According to an EBRI news release on the survey, only 28% of Americans were satisfied with the cost of health care coverage. Only 21% were satisfied with the cost of health care services not covered by insurance.
The dollar amount contributed toward their health insurance premiums has increased for 55% of respondents, according to the release. Fifty one percent reported that the amount paid for prescription drugs has increased, and 48% said the amount they pay for doctor visits has increased.
Increased health care costs are having mixed effects on Americans’ behavior, according to the survey. On the positive side, 79% said they now choose generic drugs and 71% say they take better care of themselves. However, 21% reported not taking prescription medications due to cost, and about 40% said they delayed doctor visits due to costs.
In addition, 45% reported reducing their savings to have enough for health care. Thirty four percent of respondents said they have difficulty paying bills and 24% said they had difficulty paying for food, health, and housing because of the cost of health care.
Cost wasn’t a factor in judging quality, though. According to the survey, factors Americans consider important when judging health care include:
- Skill, experience, and training of their doctors (97%)
- Their doctor’s communication skills and willingness to listen (90%)
- Timeliness of getting care (89%)
Only 63% said that information about the cost of alternative doctors, hospitals, or treatments was the most important factor in judging the quality of the care they received.
The survey found considerable differences in responses between lower income and higher income Americans. Nine percent of respondents with incomes below $35,000 described the health care system as excellent or very good, while 23% of those with incomes above $75,000 described it so.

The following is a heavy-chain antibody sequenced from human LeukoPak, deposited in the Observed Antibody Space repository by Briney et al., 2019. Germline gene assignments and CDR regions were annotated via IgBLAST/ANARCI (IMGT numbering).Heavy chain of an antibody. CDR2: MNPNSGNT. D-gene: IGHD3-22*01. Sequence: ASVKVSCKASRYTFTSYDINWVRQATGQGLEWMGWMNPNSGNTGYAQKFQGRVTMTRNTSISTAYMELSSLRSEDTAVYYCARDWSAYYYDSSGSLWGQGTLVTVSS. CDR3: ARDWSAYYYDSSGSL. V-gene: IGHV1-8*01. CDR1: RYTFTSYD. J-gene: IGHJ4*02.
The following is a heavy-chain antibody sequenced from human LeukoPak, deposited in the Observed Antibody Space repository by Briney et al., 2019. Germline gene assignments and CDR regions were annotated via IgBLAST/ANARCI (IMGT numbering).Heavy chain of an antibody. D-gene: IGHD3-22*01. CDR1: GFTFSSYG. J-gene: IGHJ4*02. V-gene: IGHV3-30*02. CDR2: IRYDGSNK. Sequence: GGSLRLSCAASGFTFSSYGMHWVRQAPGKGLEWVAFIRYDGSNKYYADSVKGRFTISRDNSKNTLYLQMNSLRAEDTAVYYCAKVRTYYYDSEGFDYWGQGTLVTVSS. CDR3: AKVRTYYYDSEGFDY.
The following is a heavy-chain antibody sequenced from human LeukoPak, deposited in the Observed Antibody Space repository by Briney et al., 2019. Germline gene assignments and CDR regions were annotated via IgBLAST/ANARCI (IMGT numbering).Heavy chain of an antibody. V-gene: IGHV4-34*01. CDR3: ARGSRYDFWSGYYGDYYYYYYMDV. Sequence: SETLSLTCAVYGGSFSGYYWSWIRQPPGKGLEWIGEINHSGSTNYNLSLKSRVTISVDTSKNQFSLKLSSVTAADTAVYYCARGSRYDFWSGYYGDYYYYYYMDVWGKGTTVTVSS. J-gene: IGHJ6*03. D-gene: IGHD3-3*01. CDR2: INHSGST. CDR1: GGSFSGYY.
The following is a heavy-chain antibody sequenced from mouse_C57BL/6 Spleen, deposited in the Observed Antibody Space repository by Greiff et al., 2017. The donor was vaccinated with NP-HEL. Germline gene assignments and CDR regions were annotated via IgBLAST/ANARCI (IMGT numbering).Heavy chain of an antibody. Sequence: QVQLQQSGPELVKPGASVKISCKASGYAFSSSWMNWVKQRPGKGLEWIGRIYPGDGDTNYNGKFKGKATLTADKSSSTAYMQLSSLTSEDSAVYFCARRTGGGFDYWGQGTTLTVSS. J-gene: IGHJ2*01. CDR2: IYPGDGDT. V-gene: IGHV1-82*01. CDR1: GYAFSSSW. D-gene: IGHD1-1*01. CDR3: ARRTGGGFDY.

Seventy-six percent of the lower income group reported they were covered by health insurance, compared to 99% of those in the higher income group. In the lower income group, 50% said they were extremely or very satisfied with their current health insurance plan, while 64% in the high income group were extremely or very satisfied.
As far as behaviors,49% of lower income Americans said they delayed going to a doctor because of health care cost increases compared with 29% of those with higher incomes. And 33% of those in the low income group said they did not take a prescribed medication due to cost, compared with 14% in the high income group.
The 2005 Health Confidence Survey was conductged via by phone interviews with 1,003 individuals age 21 and older. The findings can be read here .
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